I never played Dragon’s Dogma: Dark Arisen when it first launched back in 2012 (I assume I’m far from alone in this). The Capcom-developed RPG kind of flew under my radar as my time and attention was dedicated to the likes of Borderlands 2, Mass Effect 3, and Far Cry 3.
So when I heard a cult RPG from one of my favourite developers was being re-released for Nintendo Switch, I was thrilled. I know a lot of people roll their eyes at yet more Switch ports of games from the last gen, but I see it as a golden opportunity to catch up on titles that I missed the first time around, all from the comfort of my train/bed/toilet.
What of Dragon’s Dogma: Dark Arisen, then? In a nutshell, it’s a fairly average, often repetitive RPG that doesn’t seem to have aged very well. In the years since Dragon’s Dogma released, games like The Witcher 3 and Breath of the Wild came along and casually destroyed what it means to be an open world role playing game.
Hell, I find it hard to believe that Skyrim came out nearly a whole year before Dragon’s Dogma. Where Bethesda’s open world and storytelling was full of confidence and innovation, the realm of Dragon’s Dogma is claustrophobic, empty, and devoid of personality by comparison.
The lifelessness of the world becomes all the more apparent when you constantly have to trudge back through the same areas (on foot), and find that the enemies you killed on your first trip through have simply re-spawned in the exact same place they were before.
Wandering through an (admittedly very pretty) fantasy realm should be full of possibility. You should feel like anything could happen. Unfortunately, all I was left with was a creeping sense of boredom because the massive world put in front of me was mostly frustratingly rigid.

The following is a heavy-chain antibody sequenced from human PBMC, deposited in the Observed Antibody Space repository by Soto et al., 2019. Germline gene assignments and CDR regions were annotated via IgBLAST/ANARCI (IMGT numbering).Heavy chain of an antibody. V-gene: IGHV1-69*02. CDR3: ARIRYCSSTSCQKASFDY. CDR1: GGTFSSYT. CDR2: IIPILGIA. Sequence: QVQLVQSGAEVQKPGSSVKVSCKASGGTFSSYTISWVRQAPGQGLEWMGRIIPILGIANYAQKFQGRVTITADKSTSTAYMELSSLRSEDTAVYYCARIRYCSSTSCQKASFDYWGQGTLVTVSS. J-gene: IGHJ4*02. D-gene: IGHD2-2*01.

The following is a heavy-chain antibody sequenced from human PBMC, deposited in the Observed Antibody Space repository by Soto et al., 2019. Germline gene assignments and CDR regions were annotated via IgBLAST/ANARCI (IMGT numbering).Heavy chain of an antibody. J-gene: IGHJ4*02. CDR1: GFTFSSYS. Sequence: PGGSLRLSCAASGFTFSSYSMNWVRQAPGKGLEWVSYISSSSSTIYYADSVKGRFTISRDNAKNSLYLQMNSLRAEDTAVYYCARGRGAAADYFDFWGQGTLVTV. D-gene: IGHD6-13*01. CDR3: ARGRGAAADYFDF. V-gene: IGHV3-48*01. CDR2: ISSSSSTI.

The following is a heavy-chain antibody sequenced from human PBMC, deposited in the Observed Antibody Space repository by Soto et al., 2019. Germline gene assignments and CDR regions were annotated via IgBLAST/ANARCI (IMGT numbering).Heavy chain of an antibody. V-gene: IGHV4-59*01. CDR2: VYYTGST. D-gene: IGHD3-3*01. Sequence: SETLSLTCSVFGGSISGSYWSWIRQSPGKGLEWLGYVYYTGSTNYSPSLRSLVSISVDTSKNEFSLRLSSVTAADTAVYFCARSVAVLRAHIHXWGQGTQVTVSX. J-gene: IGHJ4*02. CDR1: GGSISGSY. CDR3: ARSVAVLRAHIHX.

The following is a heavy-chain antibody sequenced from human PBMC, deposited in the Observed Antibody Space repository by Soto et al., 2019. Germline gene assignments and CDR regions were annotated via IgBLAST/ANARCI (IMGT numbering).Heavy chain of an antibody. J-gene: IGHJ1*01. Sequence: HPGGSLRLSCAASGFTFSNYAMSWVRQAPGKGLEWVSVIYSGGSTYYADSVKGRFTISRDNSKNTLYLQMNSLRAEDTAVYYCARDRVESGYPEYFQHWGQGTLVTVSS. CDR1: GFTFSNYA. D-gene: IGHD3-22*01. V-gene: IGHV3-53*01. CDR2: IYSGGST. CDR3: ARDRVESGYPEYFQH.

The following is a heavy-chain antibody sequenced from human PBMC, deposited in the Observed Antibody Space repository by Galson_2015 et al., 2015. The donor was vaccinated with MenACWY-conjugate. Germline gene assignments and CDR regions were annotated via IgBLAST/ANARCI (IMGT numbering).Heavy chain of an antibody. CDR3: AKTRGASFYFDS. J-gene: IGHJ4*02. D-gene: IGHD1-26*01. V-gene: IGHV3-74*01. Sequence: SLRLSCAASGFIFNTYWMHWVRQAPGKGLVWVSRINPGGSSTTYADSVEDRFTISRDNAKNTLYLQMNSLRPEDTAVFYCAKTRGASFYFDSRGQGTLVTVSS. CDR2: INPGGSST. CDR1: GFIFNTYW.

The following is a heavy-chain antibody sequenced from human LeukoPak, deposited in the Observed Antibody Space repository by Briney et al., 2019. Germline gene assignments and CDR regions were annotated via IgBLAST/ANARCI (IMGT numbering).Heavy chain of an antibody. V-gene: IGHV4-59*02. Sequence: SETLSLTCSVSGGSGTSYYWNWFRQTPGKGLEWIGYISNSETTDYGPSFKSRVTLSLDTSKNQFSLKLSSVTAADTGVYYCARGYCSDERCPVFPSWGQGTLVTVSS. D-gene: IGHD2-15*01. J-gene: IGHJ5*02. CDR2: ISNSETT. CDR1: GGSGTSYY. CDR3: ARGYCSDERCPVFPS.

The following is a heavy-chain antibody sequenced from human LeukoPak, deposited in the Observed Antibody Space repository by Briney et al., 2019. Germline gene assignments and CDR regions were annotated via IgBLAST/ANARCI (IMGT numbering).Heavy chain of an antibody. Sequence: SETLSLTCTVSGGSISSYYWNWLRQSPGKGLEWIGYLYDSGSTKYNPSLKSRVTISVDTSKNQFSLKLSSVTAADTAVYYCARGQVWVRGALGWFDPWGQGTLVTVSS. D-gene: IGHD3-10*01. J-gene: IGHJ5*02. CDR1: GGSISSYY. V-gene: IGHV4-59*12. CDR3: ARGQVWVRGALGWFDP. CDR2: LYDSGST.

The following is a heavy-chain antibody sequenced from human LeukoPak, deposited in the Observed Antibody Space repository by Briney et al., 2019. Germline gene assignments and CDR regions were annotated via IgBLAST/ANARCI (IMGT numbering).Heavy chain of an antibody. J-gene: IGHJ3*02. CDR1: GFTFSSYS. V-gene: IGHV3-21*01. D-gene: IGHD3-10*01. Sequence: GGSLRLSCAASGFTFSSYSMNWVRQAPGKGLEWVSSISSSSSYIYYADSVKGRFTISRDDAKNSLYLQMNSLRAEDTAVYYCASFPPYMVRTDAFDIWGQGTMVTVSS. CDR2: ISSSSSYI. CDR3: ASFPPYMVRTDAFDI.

The story is bare bones fantasy guff with little humour or nuance, and heaps of pointless exposition that you’ll likely not care for. After creating a character from a surprisingly robust creation kit, you immediately have your heart plucked out by a dragon and must set off on a quest to get said vital organ back from the beast.
I’d say there are twists and turns along the way, but that would be a lie. It’s very much more of a straight road with thuddingly obvious story beats along the way.
It doesn’t help that everybody talks in a deeply irritating generic “fantasy” manner, either. The next time an NPC tells me there’s “aught of use in yonder cave” I might actually snap my Switch in two. It’s not immersive, it’s ridiculous.
Yet for all my gripes, I can’t help but feel that the Switch is the perfect home for a game of this nature. The ability to pick up and play Dragon’s Dogma in short bursts at any time actually helps a lot of the game’s more repetitive quests.
Being asked to trek all the way to X to slay X number of X really doesn’t lend itself to longer play sessions, but when you’re on a train or about to go to bed, quickly whacking the game on to explore a dungeon is a genuinely pleasant way to while away an hour.
I’m aware I’ve not really had much nice to say about the game so far, but to be clear, there is a lot to like about Dragon’s Dogma beyond the fact that I can now play it on my Switch.
While the portability of the Switch does help to alleviate some of the game’s more obvious problems, there are some genuinely cool ideas in the game that no doubt helped make it such a cult classic back in the day.
The most immediately gratifying element of the game is the combat system, which in itself is packed with enough variety to help stop all of the quests and generic open world from blurring into one dull slog.